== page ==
“It is not only a political or economic problem, but an educational one.”
There are certain depictions of African life we in the West are all too accustomed to seeing: Images of poverty, violence and corruption conjure a one-note vision of an abject space that fails to capture the complexity bubbling beneath the surface.
Photographer Fabrice Monteiro, however, captures up a very different vision of Africa, one in which beauty, debris, danger and hope are closely interwoven. His Afrofuturist images predict a post-Apocalyptic future, where garbage and rubble are transformed into intricate, brilliant garments, serving as warning to future generations.
Monteiro grew up in Benin, located in West Africa, in the 1980s. “When I got back to the continent four years ago, it was a shock for me to see how much polluted West Africa became over the course of 30 years,” the artist told The Huffington Post.
“Out of control consumption of plastics is augmented by a lack of ecological consciousness in the selling of everyday products. Tons of sand from the coast are taken away and used in construction, accelerating the phenomenon of erosion by sea and salt. There is failure to respect the most elementary rules for a sustainable fishing, [as exhibited by] the monostrand nets left behind at sea, large scale daily consumption of charcoal and perpetuation of ancestral techniques of slash-and-burn cultivation.”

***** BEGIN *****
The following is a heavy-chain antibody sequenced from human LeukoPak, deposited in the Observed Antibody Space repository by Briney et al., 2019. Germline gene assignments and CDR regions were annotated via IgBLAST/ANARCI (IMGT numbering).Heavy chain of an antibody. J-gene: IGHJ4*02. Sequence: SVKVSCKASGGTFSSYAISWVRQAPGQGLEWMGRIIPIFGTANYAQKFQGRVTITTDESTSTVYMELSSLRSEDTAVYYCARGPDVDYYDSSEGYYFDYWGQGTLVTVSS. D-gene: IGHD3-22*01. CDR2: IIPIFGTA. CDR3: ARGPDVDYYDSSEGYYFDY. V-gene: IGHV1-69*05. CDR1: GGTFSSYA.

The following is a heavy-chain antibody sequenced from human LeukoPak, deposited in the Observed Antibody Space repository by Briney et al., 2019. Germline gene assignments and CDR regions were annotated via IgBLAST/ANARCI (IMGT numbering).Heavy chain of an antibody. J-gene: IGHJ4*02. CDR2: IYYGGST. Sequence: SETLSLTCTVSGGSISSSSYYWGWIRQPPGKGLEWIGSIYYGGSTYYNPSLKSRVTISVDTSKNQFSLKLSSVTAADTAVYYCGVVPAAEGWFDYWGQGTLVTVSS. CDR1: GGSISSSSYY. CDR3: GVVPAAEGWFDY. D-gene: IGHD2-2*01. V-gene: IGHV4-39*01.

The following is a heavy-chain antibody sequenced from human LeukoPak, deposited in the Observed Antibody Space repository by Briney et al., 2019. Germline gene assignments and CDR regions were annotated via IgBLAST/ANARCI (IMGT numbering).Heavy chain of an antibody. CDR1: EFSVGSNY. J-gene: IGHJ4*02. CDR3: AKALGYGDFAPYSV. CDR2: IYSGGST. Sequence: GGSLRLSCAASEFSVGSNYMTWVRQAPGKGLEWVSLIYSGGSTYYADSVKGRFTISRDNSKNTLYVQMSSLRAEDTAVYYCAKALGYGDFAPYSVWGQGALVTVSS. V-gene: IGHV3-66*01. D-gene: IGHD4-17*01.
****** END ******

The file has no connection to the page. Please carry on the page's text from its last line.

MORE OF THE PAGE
In Monteiro’s words: “It is not only a political or economic problem, but an educational one.”
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His series, titled “The Prophecy,” aims to align tradition and progress for future generations, creating a visual lesson of the most jaw dropping variety.
The photographs chronicle Gaia, the ancient Greek personification of Mother Earth, who is exhausted by the prospect of maintaining the natural cycles in lieu of the contemporary habits of over-consumption. She sends djinns — supernatural genies — to deliver humans a message, a message, according to the artist, “of warning and empowerment.”
Monteiro collaborated with costume designer Doulsy and the Ecofund Organization to render his impactful images, striking both in their visual detail and ecological urgency. The creative team visited 10 sites throughout Senegal, using the wildly polluted landscapes as a backdrop. Bits of rubble and waste were incorporated into the costumes, as well, communicating the full scope of the squandering.
The eerie images spotlight problem areas including the formerly beautiful beach Dakar’s Hann Bay, the now fire-prone Tambacounda and Mbeubeuss, Senegal’s largest waste dump. Each photograph features a magnetic central figure, at once maternal and alien, ancient and futuristic, catering to the land while warning her audience.
Whether they leave you enthralled or horrified, or likely, a little of both, Monteiro’s photographs are a stark departure from the images that typically chronicle contemporary Africa. Fantastical and yet all too real, they combine staggering beauty and menace to create photographs impossible to forget.
This feature originally appeared in Huffington Post.